In my four-part series on pruning do’s and don’ts, I hope I have opened up an appreciation for the creative and positive approach of working with many types of plants in regard to their shape, character and physical needs through pruning.
Once you put a pruning instrument in your hands, you should really understand what you are about to cut and the effect of its short and long term outcome. Plants are living organisms and will respond to how you treat them with all their needs and once you make a cut or remove live branches, there are going to be secondary responses from the plant’s point of view, be it right or wrong.
With so many assorted plants out in the landscape today, one must have a broad knowledge of what different plants require and how to treat them accordingly. For instance, you prune ornamental trees a different way than you would prune fruit trees, and you shouldn’t top any tree.
So, it is best to do a little homework and research prior to making a single cut, or consult a professional arborist, in order to protect your investment.
Some reasons to prune are:
• Cleaning out dead or diseased wood or broken limbs and branches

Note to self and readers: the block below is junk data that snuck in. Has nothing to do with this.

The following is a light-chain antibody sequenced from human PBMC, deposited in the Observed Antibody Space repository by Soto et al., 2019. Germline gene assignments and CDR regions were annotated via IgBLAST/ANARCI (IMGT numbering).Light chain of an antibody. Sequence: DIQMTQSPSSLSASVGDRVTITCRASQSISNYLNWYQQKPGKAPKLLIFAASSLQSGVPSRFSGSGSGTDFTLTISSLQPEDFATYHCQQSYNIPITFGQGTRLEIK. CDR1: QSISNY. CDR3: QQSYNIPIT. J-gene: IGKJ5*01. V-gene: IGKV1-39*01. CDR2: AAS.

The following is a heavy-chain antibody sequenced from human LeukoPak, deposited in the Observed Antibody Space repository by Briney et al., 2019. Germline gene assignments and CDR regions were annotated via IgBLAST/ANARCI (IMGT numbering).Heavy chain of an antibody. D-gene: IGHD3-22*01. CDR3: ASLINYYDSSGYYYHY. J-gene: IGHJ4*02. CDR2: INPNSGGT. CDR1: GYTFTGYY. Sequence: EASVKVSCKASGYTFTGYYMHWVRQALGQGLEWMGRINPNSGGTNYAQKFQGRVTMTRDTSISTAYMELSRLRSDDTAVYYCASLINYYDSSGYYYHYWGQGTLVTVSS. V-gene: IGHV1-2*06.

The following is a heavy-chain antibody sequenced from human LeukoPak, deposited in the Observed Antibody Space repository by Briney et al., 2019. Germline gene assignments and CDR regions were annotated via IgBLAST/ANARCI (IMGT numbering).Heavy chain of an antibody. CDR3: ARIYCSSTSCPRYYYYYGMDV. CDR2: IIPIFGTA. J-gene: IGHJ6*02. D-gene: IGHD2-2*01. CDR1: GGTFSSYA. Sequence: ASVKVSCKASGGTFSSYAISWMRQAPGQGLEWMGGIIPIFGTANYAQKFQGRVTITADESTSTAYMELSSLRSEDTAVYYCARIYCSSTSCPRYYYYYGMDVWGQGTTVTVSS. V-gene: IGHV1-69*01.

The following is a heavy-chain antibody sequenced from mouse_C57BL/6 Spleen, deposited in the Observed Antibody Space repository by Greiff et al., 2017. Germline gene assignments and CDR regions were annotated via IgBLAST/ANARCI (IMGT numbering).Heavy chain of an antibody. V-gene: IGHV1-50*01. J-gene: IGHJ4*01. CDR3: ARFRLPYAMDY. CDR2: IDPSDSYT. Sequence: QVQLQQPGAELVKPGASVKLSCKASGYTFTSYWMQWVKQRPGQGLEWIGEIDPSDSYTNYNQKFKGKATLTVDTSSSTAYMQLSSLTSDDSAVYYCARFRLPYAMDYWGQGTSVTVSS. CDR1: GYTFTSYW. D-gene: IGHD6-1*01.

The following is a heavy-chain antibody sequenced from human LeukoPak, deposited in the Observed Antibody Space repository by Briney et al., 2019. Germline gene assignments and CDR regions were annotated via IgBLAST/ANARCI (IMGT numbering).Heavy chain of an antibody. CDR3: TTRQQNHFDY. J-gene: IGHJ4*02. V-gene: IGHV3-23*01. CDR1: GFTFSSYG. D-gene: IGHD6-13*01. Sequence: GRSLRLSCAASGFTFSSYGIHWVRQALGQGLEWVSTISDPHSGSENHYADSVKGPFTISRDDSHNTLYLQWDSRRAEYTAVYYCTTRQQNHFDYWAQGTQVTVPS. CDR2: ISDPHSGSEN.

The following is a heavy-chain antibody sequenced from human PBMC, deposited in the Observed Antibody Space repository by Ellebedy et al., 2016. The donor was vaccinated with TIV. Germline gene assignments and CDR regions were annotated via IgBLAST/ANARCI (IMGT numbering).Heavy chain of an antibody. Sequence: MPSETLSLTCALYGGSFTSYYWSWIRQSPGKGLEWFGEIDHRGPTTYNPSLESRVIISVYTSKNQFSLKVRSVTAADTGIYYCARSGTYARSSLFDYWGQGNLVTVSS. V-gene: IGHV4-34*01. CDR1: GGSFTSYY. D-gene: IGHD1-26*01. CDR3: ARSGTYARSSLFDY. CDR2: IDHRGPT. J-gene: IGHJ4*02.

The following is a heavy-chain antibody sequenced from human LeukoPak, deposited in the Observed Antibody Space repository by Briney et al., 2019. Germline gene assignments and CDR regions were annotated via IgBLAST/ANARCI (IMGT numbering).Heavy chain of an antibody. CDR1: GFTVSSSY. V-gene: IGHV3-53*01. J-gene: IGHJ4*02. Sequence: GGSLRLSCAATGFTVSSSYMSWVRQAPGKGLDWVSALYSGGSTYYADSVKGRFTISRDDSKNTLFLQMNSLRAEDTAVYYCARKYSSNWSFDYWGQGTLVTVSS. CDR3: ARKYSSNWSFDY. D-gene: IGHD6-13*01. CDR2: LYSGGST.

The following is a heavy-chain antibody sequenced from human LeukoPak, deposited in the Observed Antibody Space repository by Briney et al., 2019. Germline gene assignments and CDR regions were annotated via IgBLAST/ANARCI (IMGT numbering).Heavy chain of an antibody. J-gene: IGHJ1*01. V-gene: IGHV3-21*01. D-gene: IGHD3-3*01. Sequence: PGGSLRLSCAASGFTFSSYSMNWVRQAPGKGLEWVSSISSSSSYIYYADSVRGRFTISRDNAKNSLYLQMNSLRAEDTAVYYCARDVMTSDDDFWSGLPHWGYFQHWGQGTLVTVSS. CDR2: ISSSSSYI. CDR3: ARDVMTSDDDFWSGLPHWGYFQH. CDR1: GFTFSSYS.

• Eliminating crossing or rubbing branches
• Thinning to open up a tree’s canopy for better air movement
• Reducing the plant’s size in a constrained area
• Reducing the height of a tree so it won’t become a hazard.
• Shaping plants for specific looks such as topiary, hedges or bonsai
• Pruning fruit trees for good fruit production and overall health
• Prune trees that present a hazard near a home or public place
• Pruning for overall health and vitality of various plants
• To raise the lower branches off the ground
• Corrective or rehabilitative pruning, which sometimes takes years of work.
There is a swath of valuable information with informative books out today, that I sincerely advise becoming more informed about arbor care.
Check out your agricultural extension service or local farm advisors office for additional information. Go on the Internet and research through the National Arbor Day Foundation or the International Society of Arboriculture and you’ll have good, sound advice to refer to.
Roger Boddaert is a Certified Arborist by the International Society of Arboriculture and can be contacted at (760) 728-4297.